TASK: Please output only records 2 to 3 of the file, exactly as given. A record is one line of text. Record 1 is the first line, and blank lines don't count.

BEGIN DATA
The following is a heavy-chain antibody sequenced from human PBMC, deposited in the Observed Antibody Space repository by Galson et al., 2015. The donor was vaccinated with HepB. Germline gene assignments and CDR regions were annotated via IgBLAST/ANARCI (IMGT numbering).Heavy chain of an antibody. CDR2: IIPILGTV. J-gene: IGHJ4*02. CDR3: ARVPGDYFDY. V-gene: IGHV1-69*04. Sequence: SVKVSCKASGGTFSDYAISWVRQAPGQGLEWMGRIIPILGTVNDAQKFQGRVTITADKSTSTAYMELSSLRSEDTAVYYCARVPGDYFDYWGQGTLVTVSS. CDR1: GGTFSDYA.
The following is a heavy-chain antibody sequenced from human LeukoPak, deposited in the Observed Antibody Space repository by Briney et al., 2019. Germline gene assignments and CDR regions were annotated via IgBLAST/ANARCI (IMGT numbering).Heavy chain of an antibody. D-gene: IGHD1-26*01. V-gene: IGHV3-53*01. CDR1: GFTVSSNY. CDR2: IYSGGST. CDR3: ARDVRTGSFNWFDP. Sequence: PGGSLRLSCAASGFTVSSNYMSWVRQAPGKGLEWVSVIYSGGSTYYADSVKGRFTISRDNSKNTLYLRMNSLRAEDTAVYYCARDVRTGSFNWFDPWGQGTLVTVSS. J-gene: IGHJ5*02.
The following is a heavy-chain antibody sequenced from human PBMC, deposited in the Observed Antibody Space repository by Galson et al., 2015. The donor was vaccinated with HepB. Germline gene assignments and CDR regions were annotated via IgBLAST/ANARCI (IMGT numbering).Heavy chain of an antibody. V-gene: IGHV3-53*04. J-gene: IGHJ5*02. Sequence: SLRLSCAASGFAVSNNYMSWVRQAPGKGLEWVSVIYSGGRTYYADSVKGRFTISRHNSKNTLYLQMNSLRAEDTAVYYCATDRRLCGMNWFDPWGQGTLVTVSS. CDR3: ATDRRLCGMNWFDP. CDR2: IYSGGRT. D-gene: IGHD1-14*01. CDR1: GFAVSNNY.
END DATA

The following is a heavy-chain antibody sequenced from human LeukoPak, deposited in the Observed Antibody Space repository by Briney et al., 2019. Germline gene assignments and CDR regions were annotated via IgBLAST/ANARCI (IMGT numbering).Heavy chain of an antibody. D-gene: IGHD1-26*01. V-gene: IGHV3-53*01. CDR1: GFTVSSNY. CDR2: IYSGGST. CDR3: ARDVRTGSFNWFDP. Sequence: PGGSLRLSCAASGFTVSSNYMSWVRQAPGKGLEWVSVIYSGGSTYYADSVKGRFTISRDNSKNTLYLRMNSLRAEDTAVYYCARDVRTGSFNWFDPWGQGTLVTVSS. J-gene: IGHJ5*02.
The following is a heavy-chain antibody sequenced from human PBMC, deposited in the Observed Antibody Space repository by Galson et al., 2015. The donor was vaccinated with HepB. Germline gene assignments and CDR regions were annotated via IgBLAST/ANARCI (IMGT numbering).Heavy chain of an antibody. V-gene: IGHV3-53*04. J-gene: IGHJ5*02. Sequence: SLRLSCAASGFAVSNNYMSWVRQAPGKGLEWVSVIYSGGRTYYADSVKGRFTISRHNSKNTLYLQMNSLRAEDTAVYYCATDRRLCGMNWFDPWGQGTLVTVSS. CDR3: ATDRRLCGMNWFDP. CDR2: IYSGGRT. D-gene: IGHD1-14*01. CDR1: GFAVSNNY.